Re: Are applications for Linux platform specific?

Jose M. Fandos (
Wed, 20 May 1998 17:53:47 +0200

Derrik wrote:
On Tue, 19 May 1998, David Woodhouse wrote:

>> said:
>>> No, they won't. When they're built, the compiler you use is specific to a
>>> particular OS/processor combination, and so are the binaries generated.
>> Unless you're using an Alpha, in which case it'll run Intel binaries if you ask
>> it nicely and if they're old ones that are linked with libc5 (otherwise it
>> tries to load the Alpha libc6, which confuses the hell out of the emulator :)
>> Also, you can often run binaries from different operating systems, especially
>> other Unix-like ones. Linux/x86 can run SCO, Solaris/x86, BSD binaries AFAIK.
>> Linux/SPARC can run SunOS or Solaris binaries, and Linux/Alpha does DEC Unix.
>> As I understand it, Unix98 compliant programs linked against glibc should run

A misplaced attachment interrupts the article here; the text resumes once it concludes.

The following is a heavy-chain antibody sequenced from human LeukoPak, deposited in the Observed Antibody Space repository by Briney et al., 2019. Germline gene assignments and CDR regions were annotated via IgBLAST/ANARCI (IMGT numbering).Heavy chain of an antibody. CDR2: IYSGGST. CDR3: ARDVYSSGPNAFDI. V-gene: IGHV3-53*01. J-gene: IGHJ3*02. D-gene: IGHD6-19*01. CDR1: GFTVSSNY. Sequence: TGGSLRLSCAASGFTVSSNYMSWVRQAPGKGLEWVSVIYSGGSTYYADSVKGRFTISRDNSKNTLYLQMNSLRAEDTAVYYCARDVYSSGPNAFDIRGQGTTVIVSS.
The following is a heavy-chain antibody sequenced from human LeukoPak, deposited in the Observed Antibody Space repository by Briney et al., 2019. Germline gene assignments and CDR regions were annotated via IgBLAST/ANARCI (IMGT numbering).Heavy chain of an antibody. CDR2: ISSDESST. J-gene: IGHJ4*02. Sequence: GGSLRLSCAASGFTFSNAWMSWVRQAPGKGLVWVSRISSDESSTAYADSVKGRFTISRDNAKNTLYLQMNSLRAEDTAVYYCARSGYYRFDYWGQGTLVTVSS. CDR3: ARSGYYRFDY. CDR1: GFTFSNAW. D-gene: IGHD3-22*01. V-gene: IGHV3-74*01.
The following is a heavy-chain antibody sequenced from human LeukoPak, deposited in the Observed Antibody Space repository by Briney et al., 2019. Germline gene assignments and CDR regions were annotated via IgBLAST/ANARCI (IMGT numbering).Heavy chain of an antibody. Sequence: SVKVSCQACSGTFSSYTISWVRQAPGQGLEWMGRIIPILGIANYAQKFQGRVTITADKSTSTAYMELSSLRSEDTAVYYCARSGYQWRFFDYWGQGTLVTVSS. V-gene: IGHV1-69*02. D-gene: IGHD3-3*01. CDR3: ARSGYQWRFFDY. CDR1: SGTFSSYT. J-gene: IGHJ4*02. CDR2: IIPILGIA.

>> transparently on any operating system that glibc is present on, as long as the
>> processor remains the same. So you should, for example, be able to use
>> Linux/SPARC binaries on Solaris as long as you have glibc for Solaris
>> installed.

>Ok. Point taken. :) But as a general rule, you build a binary, it's only
>going to run on the platform it was compiled to (and certain platforms
>that can emulate it or are capable of handling its binaries).

Well, thank you all for the replies :) That's what I wanted to know.


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